What made those images so good? It may have been that she spent a bit more time than the others editing her images to look good. Perhaps it was just that she was shooting JPEG’s that were set to an optimum sharpness and saturation. I just don’t know for sure, but I believe it may have had a bit to do with lenses.

On safari you’re going to want a 400mm lens, or more. Many folks using full-frame will use either a 100-400mm or 200-600mm depending on the available options for their system. Either way, it’s going to be a big(ish) lens. With a M4/3 system you’ll only need half that focal length. In essence, you can do more with less.

With M4/3 telephoto lenses I believe you get fantastic quality for the money. If you were to spend $1,500 USD on a big telephoto lens for full-frame, you’re going to get a good lens. Spend $1,500 USD on a M4/3 telephoto and you’re going to get an awesome lens. I think in this case the lens quality really helped maximize the sharpness on those images.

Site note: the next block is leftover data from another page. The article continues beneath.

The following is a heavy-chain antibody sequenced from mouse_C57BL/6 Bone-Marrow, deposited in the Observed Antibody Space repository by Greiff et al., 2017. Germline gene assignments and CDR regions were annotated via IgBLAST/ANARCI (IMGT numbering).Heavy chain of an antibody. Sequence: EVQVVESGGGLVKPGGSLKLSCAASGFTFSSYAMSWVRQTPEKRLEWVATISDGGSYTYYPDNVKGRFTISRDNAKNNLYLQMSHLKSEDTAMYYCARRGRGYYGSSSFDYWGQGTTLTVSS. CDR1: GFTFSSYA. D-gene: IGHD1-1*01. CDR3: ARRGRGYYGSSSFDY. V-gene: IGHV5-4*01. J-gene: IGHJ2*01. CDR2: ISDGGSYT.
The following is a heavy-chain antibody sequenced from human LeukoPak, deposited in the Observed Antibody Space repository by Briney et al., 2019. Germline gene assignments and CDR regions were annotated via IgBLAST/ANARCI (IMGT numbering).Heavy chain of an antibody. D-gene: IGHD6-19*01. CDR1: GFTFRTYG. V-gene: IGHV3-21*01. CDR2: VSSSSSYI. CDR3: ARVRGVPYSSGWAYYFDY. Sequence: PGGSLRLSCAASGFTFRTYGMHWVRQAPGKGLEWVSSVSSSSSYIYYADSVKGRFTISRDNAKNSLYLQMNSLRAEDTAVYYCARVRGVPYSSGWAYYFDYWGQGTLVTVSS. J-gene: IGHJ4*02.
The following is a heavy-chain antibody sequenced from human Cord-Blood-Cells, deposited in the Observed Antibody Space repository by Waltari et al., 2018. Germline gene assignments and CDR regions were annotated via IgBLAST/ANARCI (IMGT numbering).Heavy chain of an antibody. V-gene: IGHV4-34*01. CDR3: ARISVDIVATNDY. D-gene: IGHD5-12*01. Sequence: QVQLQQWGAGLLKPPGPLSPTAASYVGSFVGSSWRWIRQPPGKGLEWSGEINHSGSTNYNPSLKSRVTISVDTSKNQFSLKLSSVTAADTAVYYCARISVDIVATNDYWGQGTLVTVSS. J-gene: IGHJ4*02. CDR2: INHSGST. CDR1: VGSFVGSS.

Sweet Lens Combo

My recent stint with the OM-1 was with a new lens I’ve added to my M4/3 collection. The Olympus 8-25mm is a lens I’ve been waiting for, for almost a decade. While I’ve been happy with the 7-14mm f/2.8 lens, it was a bit more than I needed for much of my work. The big con against it was the large front element and lack of filter threads. I’d been waiting for a quality wide zoom with a fixed maximum aperture and filter threads for seemingly forever.

The new 8-25mm gave me something I wasn’t expecting in an ultra-wide zoom, the added zoom range up to normal. With a full-frame equivalent of 16-50mm this lens changed the paradigm of needed lenses. I could forgo the normal zoom and simply take the 8-25mm along with a telephoto zoom and have most everything I needed in a two-lens kit.

OM System OM-1, Olympus 8-25MM F/4 @ 11MM | f/11 | 1 sec | ISO 200

Fits in a Shoulder Bag

My telephoto of choice is the Olympus 40-150mm f/2.8 (FF 80-300mm) which resulted in me having coverage from ultra-wide to nearly super-telephoto. The small gap between 25mm and 40mm (FF 50mm & 80mm) is not a big deal and is quite easy to work around. While the 40-150mm f/2.8 is not a small lens, it’s modest in size and the kit of 2 lenses and one body could easily fit in a comfortable shoulder bag.